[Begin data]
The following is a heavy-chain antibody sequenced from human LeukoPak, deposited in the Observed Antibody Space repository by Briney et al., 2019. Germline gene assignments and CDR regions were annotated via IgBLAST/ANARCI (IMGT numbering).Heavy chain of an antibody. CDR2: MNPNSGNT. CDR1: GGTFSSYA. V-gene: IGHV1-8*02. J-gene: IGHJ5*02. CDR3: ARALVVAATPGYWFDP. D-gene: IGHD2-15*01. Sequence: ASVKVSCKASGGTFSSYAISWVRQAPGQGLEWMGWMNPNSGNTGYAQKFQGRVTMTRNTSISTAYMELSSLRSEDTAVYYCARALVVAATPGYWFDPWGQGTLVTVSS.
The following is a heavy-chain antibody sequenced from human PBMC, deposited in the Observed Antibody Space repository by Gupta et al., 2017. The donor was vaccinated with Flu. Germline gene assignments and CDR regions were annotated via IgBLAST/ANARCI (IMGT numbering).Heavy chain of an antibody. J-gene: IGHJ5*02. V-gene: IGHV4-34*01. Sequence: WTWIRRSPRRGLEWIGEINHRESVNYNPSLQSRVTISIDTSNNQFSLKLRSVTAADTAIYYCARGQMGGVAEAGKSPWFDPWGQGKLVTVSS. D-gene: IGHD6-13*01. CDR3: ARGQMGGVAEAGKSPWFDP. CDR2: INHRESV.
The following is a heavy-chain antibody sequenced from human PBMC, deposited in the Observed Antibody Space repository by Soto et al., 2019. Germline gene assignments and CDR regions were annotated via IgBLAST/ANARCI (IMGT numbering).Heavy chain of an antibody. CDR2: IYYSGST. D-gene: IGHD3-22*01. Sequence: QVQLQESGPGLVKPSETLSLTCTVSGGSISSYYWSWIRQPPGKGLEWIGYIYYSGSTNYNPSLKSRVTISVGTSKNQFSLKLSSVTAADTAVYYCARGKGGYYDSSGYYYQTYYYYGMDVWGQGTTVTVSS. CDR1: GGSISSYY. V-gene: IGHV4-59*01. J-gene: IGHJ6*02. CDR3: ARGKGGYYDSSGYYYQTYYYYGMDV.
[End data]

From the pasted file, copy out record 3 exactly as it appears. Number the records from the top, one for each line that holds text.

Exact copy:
The following is a heavy-chain antibody sequenced from human PBMC, deposited in the Observed Antibody Space repository by Soto et al., 2019. Germline gene assignments and CDR regions were annotated via IgBLAST/ANARCI (IMGT numbering).Heavy chain of an antibody. CDR2: IYYSGST. D-gene: IGHD3-22*01. Sequence: QVQLQESGPGLVKPSETLSLTCTVSGGSISSYYWSWIRQPPGKGLEWIGYIYYSGSTNYNPSLKSRVTISVGTSKNQFSLKLSSVTAADTAVYYCARGKGGYYDSSGYYYQTYYYYGMDVWGQGTTVTVSS. CDR1: GGSISSYY. V-gene: IGHV4-59*01. J-gene: IGHJ6*02. CDR3: ARGKGGYYDSSGYYYQTYYYYGMDV.